OBJECTIVES: Define enzyme, substrate, active site, and allosteric site. Explain how enzymes affect the rate of metabolic reactions in an organism Explain enzyme substrate specificity (Lock and Key Model, Induced-Fit Model) Define denaturing Describe the effects of temperature, pH, and substrate concentration on enzyme activity Describe, compare and contrast competitive and non- competitive inhibition of enzymes. Define metabolic pathway and how allosteric enzymes regulate these pathways by non-competitive inhibition by an end product of the specific pathway. Explain the industrial uses and biotechnological uses of enzymes. Define co-enzymes and co-factors, give examples and describe their role in enzymatic activity.
Enzymes Enzymes are organic catalysts. Catalyst are molecules which speed up the rate of a chemical reaction (catabolic or anabolic) by lowering the energy of activation (the energy needed to bring reactants into close enough proximity for contact and often enough for the reaction to occur). All enzymes are composed of proteins. Because enzymes are composed of proteins, their shape is important to their function. If you change the shape of the protein that composes the enzyme you alter or destroy the enzyme. Enzymes are specific to which molecules they act upon. The substances they act upon are called substrates. Most enzymes end with the suffix –ase. Typically it is a portion of the substrate’s name + -ase. For example the enzyme found in saliva which begins the chemical hydrolysis of amylose is called amylase. Enzymes are not used up or destroyed in the reaction process and at the end of their reaction will bind with more substrate molecules and repeat the same chemical process. Therefore, small numbers of these molecules can have a great effect.
Reaction Forms Free energy Free energy Rate of reaction reactants products Energy of Activation The reaction above is an endergonic reaction. Energy is being put in to drive the reaction. Ex. Photosynthesis The reaction above is an exergonic reaction. After the reaction begins energy is released. Ex. Cellular Respiration
How Enzymes Affect Reaction Rates Enzymes affect the rates of reactions by lowering the amount of energy of activation required for the reactions to begin. Therefore processes can occur in living systems at lower temperatures or energy levels than it would require for these same reactions to occur without the enzymes present.
How Enzymes Affect Reaction Rates C 6 H 6CO 2 + 6H C 6 H 6CO 2 + 6H Above is the formula for the complete combustion of glucose. This reaction can be carried out in a laboratory at several hundred degrees Celsius. The same reaction occurs during the process of cellular respiration in living cells. In humans at a temperature of 37 o Celsius. What makes the difference? ENZYMES!
Enzyme Structure All enzymes have an active site where the substrate binds. The active site and the substrate have complimentary shapes. Some enzymes have a second site called an allosteric site to which molecules other than substrate bind to activate the enzyme or deactivate the enzyme. Enzymes with this structure are called allosteric enzymes. If the molecule activates the enzyme it is called an allosteric activator. If the molecule binds to the site and deactivates the enzyme it is called an allosteric inhibitor. When they bind they cause a change in the shape of the active site of the enzyme. These molecules are important in the regulation of enzyme activity. Allosteric sites can be thought of as “on and off” switches, depending on the effect they have on the active site.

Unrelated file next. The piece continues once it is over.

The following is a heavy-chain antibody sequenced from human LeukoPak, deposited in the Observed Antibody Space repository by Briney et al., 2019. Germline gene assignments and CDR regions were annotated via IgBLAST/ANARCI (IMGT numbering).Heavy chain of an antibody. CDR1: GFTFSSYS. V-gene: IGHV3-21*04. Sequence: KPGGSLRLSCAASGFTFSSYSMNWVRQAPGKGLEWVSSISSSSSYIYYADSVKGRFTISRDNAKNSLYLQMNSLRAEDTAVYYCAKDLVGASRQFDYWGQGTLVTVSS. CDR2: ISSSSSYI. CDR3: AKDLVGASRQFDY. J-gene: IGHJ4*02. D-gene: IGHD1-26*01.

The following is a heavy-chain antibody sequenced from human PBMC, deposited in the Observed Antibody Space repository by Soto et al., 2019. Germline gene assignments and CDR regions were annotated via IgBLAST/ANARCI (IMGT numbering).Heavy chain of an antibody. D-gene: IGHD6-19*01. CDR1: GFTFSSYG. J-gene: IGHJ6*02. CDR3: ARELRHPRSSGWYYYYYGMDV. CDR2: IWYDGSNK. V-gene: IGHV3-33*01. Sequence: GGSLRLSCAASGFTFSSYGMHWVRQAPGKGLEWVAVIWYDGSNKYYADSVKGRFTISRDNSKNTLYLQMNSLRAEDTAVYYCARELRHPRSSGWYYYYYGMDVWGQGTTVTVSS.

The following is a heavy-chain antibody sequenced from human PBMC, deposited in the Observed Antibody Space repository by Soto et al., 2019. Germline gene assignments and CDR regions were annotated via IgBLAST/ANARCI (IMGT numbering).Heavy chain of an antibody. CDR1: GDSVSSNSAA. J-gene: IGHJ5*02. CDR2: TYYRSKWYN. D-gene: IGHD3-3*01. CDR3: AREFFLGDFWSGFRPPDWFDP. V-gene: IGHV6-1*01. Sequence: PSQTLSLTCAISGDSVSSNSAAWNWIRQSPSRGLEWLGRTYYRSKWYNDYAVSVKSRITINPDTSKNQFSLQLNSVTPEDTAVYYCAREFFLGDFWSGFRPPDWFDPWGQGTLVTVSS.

How Enzymes Bind to Substrates There are two proposed methods by which enzymes bind to their substrate molecules: a. Lock and Key Model a. Lock and Key Model b. Induced-Fit Model b. Induced-Fit Model
Lock and Key Model The lock and key model states that the enzyme’s active site shape is specific and complimentary in shape to a specific substrate. If the substrate does not fit the active site, no enzymatic reaction can occur. Just as a specific key fits a specific lock, each substrate has a specific enzyme with a complimentary active site. enzyme S1 S2 enzyme S1 ENZYME SUBSTRATE COMPLEX enzyme SUBSTRATE MOLECULES Active site P P Products Enzyme returns from the reaction unchanged and can now react with more substrate.
Induced-Fit Model The induced model states that the substrate binds to the active site and induces or causes a change in shape of the active site so that it is a complimentary fit. This model explains why some enzymes can act on more than one substrate. S1 S2 S3 P1 SUBSTRATE MOLECULES ENZYME SUBSTRATE COMPLEX Products Active site in inactive state Substrate induces a change in active site so that it is complimentary The active site of the enzyme returns to the inactive state after the products are released and now can react with more substrate. ENZYME S1
Enzyme Cooperativity Some enzymes have multiple active site. It has been observed that when one substrate molecule binds to a single active site in the inactive form or tense state of the enzyme, a configurational change occurs in the other active sites making them more receptive to other substrate molecules.
Regulation of Enzyme Activity To regulate enzyme activity, there must be some form of prevention of binding of substrate with active site. This is called enzymatic inhibition. There are two forms of inhibition: 1. Competitive inhibition 1. Competitive inhibition 2. Noncompetitive inhibition 2. Noncompetitive inhibition